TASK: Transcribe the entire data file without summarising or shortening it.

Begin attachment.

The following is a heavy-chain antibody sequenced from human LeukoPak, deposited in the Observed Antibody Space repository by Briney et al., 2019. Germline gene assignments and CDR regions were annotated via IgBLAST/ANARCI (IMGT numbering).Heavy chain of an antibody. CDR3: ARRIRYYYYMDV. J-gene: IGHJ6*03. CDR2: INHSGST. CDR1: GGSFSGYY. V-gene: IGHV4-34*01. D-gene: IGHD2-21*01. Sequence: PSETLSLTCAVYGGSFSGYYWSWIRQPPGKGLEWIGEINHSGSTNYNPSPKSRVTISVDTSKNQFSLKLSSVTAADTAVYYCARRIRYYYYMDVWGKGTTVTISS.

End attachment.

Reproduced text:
The following is a heavy-chain antibody sequenced from human LeukoPak, deposited in the Observed Antibody Space repository by Briney et al., 2019. Germline gene assignments and CDR regions were annotated via IgBLAST/ANARCI (IMGT numbering).Heavy chain of an antibody. CDR3: ARRIRYYYYMDV. J-gene: IGHJ6*03. CDR2: INHSGST. CDR1: GGSFSGYY. V-gene: IGHV4-34*01. D-gene: IGHD2-21*01. Sequence: PSETLSLTCAVYGGSFSGYYWSWIRQPPGKGLEWIGEINHSGSTNYNPSPKSRVTISVDTSKNQFSLKLSSVTAADTAVYYCARRIRYYYYMDVWGKGTTVTISS.